If you look at the image, you can clearly see the "mediacity" domain being translated. This should serve as an immediate red flag. For most people, this is where the attack would stop. They'll notice the fake login page and avoid entering their credentials. However, for those who do fall for the scam, the username and password entered will be collected and emailed to the attacker, triggering the second stage of this attack.
A Second Attack
Once the victim's credentials are sent to the attacker, something interesting happens. A second phishing attack starts. So, not only does the attacker target a victim's Google credentials but they attempt to hit victims twice, by forwarding them to a clone of Facebook's mobile login portal.
Since the Google email and landing page focused on mobile users, it only makes sense that the follow-on attack would do so as well. However, like the Google page, this Facebook landing page also uses an older version of the mobile login form. This suggests that the kit is old, and likely part of a widely circulated collection of kits commonly sold or traded on various underground forums.
The domain hosting the Facebook landing page is different from the domain hosting the Google one, but the two domains are linked via a script being used by the attacker. To give you an idea of what such a script looks like, here is the source code for kits similar to this one.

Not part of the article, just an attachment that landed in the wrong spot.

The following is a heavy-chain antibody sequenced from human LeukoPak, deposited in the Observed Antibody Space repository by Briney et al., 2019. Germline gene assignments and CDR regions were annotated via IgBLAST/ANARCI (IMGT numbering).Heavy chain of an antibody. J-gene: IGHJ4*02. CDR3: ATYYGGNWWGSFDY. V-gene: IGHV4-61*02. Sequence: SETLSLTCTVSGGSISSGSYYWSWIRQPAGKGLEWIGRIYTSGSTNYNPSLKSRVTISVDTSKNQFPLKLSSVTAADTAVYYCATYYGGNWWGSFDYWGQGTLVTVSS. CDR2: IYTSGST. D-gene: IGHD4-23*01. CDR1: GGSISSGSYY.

In this attack, once the Google credentials were recorded and emailed off to the attacker, the script above will format the message accordingly, and send the victim to the Facebook landing page. An example of what one of those emails look like is below on one of our lab systems.
The email records the victim's username and password, as well as other information including IP address and browser type. Some phishing kits will collect more information, such as location, and various levels of PII, which is usually shared or sold for use in credential stuffing attacks or additional phishing attacks.
It isn't every day that you see a phishing attack leverage Google Translate as a means of adding legitimacy and obfuscation on a mobile device. But it's highly uncommon to see such an attack target two brands in the same session. One interesting side note relates to the person driving these attacks, or at the least the author of the Facebook landing page - they linked it to their actual Facebook account, which is where the victim will land should they fall for the scam.
Some phishing attacks are more sophisticated than others. In this case, the attack was easily spotted the moment I checked the message on my computer in addition to seeing it on my mobile device. However, other, more clever attacks fool thousands of people daily, even IT and Security professionals.
The best defense is a good offense. That means taking your time and examining the message fully before taking any actions. Does the from address match what you're expecting? Does the message create a curious sense of urgency, fear, or authority, almost demanding you do something? If so, those are the messages to be suspicious of, and the ones most likely to result in compromised accounts.
Additional research and technical details were provided by Steve Ragan